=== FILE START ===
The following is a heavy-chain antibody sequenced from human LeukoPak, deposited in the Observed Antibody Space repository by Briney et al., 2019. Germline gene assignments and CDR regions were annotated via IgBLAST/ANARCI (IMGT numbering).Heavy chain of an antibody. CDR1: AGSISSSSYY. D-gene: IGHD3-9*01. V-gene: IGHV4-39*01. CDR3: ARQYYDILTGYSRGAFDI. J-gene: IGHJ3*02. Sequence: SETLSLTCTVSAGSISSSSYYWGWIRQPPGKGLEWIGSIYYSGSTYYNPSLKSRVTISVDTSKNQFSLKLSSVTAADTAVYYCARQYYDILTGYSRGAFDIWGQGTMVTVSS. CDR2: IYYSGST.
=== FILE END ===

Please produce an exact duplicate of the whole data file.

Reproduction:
The following is a heavy-chain antibody sequenced from human LeukoPak, deposited in the Observed Antibody Space repository by Briney et al., 2019. Germline gene assignments and CDR regions were annotated via IgBLAST/ANARCI (IMGT numbering).Heavy chain of an antibody. CDR1: AGSISSSSYY. D-gene: IGHD3-9*01. V-gene: IGHV4-39*01. CDR3: ARQYYDILTGYSRGAFDI. J-gene: IGHJ3*02. Sequence: SETLSLTCTVSAGSISSSSYYWGWIRQPPGKGLEWIGSIYYSGSTYYNPSLKSRVTISVDTSKNQFSLKLSSVTAADTAVYYCARQYYDILTGYSRGAFDIWGQGTMVTVSS. CDR2: IYYSGST.